Management deal will boost Boks

The careful management of key Springboks during the Vodacom Super Rugby campaign is a victory for common sense.

On Monday, Saru CEO Jurie Roux announced a deal which will see key Springboks scale back their playing time in Super Rugby, with a view to them arriving at the World Cup in better condition than they would have had they been asked to contest every game of their respective franchise's campaign.

The press release described the agreement as 'ground breaking', which it really isn't. It was the obvious thing to do if the interests of your national team at rugby's global showpiece are to be protected. Nonetheless, it's a triumph for common sense and one that will undoubtedly amplify the Springboks' potency in England.

I've had very little professional interaction with Roux, but while we have different points of view on critical issues, I've always sensed he is a player-centered leader and their welfare has informed most of his professional decisions. My understanding is that he has supported coach Heyneke Meyer's drive for the decision in discussion and campaigned tirelessly to make it happen.

Meyer, who has for some time tried to push for central contracting of top Boks, will also feel more confident of his team's chances at the World Cup. I wrote last week that there was a strong possibility that at least two of the team's key players would miss the tournament through injuries resulting directly from being overplayed in Super Rugby. That scenario is significantly more unlikely now, although catastrophic injuries sustained in the normal course of play are still possibilities.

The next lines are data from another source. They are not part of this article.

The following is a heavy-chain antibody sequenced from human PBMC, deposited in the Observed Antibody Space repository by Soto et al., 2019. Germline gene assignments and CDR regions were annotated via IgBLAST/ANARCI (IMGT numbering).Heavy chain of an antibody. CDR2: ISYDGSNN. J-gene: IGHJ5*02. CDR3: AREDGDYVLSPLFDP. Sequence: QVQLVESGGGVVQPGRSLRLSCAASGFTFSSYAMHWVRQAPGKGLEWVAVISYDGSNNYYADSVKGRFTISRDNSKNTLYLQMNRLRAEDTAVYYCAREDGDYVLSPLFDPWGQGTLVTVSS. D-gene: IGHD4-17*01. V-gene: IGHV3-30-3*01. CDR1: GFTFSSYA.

I can't imagine the franchise coaches being thrilled about the deal. In a result-driven environment where their jobs are on the line, it's understandable they would be reluctant to part with their key players for any match, let alone a prolonged period of time. On the surface, the structure of the deal looks to be one where they've agreed to the bare minimum rest periods. After all, five consecutive matches, combined with training and, during the tour phase, extensive travel, is still extremely taxing on the body. 

This type of deal is likely to be a norm going forward in a World Cup year, but the reality is that if it were in place permanently, the Springboks and franchises laden with Springboks, would benefit greatly. At present, it improves the Springboks' chances at the World Cup, a tournament that comes around every four years and one in which a momentary lapse means you're on the plane home the next day. Why not always strengthen their cause and give them the best chance of dominating in the cycle between World Cups and at the tournament itself?

Photo: Andrew Cornarga/Photosport

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Ryan Vrede